Endocrinology Fellowship Clinical Training
Inpatient services include both the Vanderbilt University Medical Center (VUMC) and the Nashville Veterans Affairs (VA) Medical Center, which are adjacent to one another. Outpatient services feature the Vanderbilt Eskind Diabetes Clinic, a state-of-the-art facility housing both adult and pediatric endocrinology and diabetes clinics at Vanderbilt. At this full-service clinic, the fellow benefits from a coordinated team approach to diabetes care, as well as full service thyroid and pituitary clinics.
There are also facilities for conducting clinical research. The Nashville Veterans Affairs (VA) Medical Center outpatient clinic offers excellent training opportunities - staffed by members of the Division of Endocrinology-Metabolism and nurse practitioners. It is a key component in the Endocrinology Clinical Training Program.
The first year of training involves a significant proportion of inpatient and outpatient endocrinology experience (60% of the year). Fellows manage the inpatient consult service 2 weeks at a time. This is a consult service; there is night phone call, but no direct inpatient care responsibilities. Consults are made at both the Vanderbilt University Medical Center (VUMC) and the Nashville Veterans Affairs (VA) Medical Center. In the first month or two of the first year, fellows select their clinical mentor after rotating through organized clinics with several different clinical mentors on our faculty. The continuity clinic experience involves half a day clinic, which is continued for at least 2, if not all 3 years of the fellowship. The fellows are also given an opportunity to rotate through Thyroid ultrasound and biopsy clinics. The remainder of the time is spent in establishing a research mentor and initiating research endeavors.
Year 2 and Year 3
The second and third years of the fellowship are focused on research, but with ongoing exposure to outpatient endocrinology in several elective clinics geared to different aspects of endocrinology. Inpatient consult time during these years is minimal. Fellows rotate through several subspecialty clinics such as pituitary, pediatric endocrinology, metabolic bone disease, thyroid cancer, gestational diabetes, maternal-fetal medicine, reproductive endocrinology, endocrine surgery, and lipids.. Fellows can also rotate through nuclear medicine, if desired. The fellows rotate through the thyroid biopsy and ultrasound clinics on a regular basis throughout the fellowship.
Endocrinology Fellows have very well-organized didactics sessions lasting an hour twice weekly. These encompass the complete breadth of endocrine education, in addition to incorporating quality improvement.
Endocrinology Fellowship Research Training
The Vanderbilt Department of Medicine: Division of Diabetes, Endocrinology, and Metabolism has a long track record of training academic endocrinologists. The fellowship program offers an intense research opportunity for fellows to develop their academic careers and thus the program is 3 years in duration. Fellows participate in research approximately 40% of time in the first year, and 80% of time in the second and third years.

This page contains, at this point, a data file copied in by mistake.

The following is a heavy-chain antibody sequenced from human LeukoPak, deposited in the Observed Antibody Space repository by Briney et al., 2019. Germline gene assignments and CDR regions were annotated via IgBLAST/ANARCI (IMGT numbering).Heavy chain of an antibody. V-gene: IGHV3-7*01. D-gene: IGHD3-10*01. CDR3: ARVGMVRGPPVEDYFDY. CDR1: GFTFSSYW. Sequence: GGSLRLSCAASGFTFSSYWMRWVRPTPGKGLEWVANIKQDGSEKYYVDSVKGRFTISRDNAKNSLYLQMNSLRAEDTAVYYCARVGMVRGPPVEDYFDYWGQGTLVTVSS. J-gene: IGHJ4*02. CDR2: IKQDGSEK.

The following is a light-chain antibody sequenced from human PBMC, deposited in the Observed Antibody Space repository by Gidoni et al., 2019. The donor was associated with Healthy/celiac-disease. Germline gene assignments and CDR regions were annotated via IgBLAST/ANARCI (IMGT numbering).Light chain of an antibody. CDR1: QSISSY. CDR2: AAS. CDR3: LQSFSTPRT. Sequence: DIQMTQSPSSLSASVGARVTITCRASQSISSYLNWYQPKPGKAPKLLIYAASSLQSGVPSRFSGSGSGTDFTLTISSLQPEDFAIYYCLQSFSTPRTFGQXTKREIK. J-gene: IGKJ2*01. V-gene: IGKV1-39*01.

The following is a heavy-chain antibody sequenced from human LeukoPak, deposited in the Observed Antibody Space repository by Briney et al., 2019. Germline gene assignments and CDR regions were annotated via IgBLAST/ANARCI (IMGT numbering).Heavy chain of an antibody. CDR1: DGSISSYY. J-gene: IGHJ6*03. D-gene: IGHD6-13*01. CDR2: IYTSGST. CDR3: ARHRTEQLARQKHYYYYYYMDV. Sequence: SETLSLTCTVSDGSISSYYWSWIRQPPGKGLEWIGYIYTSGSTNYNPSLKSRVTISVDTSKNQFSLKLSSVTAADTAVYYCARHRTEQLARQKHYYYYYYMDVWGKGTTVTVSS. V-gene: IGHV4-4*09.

Vanderbilt Medical Center has a rich history of collaborative and multi-disciplinary research. This is reflected in the research programs of the faculty and fellows within the Division and the Diabetes Center as a whole. Although many fellows select projects under the guidance of Division faculty, fellows can choose research mentors from any of the Vanderbilt faculty working in the area of diabetes, hormonal and metabolic disorders, obesity, and endocrinology at Vanderbilt. This is a large and diverse group of potential mentors. For example, there are over 100 faculty members of the Diabetes Research and Training Center. Specific areas of research related to diabetes that have been chosen by recent fellows are:
- hormone action in animals and humans as it relates to diabetes and obesity
- intermediary metabolism
- pancreatic islet biology
- micronutrient effects on metabolic disease
- metabolic regulation
- molecular genetics of metabolic disease
- causes and treatments of obesity
- translation of diabetes care delivery
- type-1 diabetes mechanisms and prevention.
After choosing a research mentor, the fellow works in his/her mentor’s research area. The Vanderbilt laboratory and clinical research facilities are extremely strong. Ones that are especially relevant for fellows in this program are the research laboratories of the Division of Diabetes, Endocrinology, & Metabolism, which occupy approximately 1 the 7th and 8th floors of Medical Research Building IV. This space includes the individual research laboratories, a fully equipped conference room, tissue culture facilities, animal preparation rooms, and shared facilities such as central offices, a break room, instrument rooms and cold rooms. There is additional research space at the VA ACRE building, adjacent to Vanderbilt. Vanderbilt and the Vanderbilt Diabetes Center offer a variety of core facilities (histology, microscopy, molecular biology, mouse metabolic phenotyping, mouse neurobehavior, islet analysis and preparation, mass spectroscopy, and hormone assay) that are very useful for individual research projects. Key to training in clinical research is the Vanderbilt Institute for Clinical and Translational Research, funded by the NIH through a Clinical and Translational Service Award. This facility includes inpatient beds, an outpatient center, as well as a metabolic balance core. It also provides funding and support for individual research projects by the trainees of this program.